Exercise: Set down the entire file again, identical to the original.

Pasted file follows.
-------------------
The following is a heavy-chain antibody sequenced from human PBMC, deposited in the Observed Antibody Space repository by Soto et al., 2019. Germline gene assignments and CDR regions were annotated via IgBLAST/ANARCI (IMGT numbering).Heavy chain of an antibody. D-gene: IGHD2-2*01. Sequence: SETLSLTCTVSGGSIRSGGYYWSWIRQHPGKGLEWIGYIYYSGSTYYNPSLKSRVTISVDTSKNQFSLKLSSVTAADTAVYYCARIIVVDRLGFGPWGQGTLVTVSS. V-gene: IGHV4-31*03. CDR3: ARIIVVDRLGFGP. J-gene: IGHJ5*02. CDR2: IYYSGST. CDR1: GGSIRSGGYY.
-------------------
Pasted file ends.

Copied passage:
The following is a heavy-chain antibody sequenced from human PBMC, deposited in the Observed Antibody Space repository by Soto et al., 2019. Germline gene assignments and CDR regions were annotated via IgBLAST/ANARCI (IMGT numbering).Heavy chain of an antibody. D-gene: IGHD2-2*01. Sequence: SETLSLTCTVSGGSIRSGGYYWSWIRQHPGKGLEWIGYIYYSGSTYYNPSLKSRVTISVDTSKNQFSLKLSSVTAADTAVYYCARIIVVDRLGFGPWGQGTLVTVSS. V-gene: IGHV4-31*03. CDR3: ARIIVVDRLGFGP. J-gene: IGHJ5*02. CDR2: IYYSGST. CDR1: GGSIRSGGYY.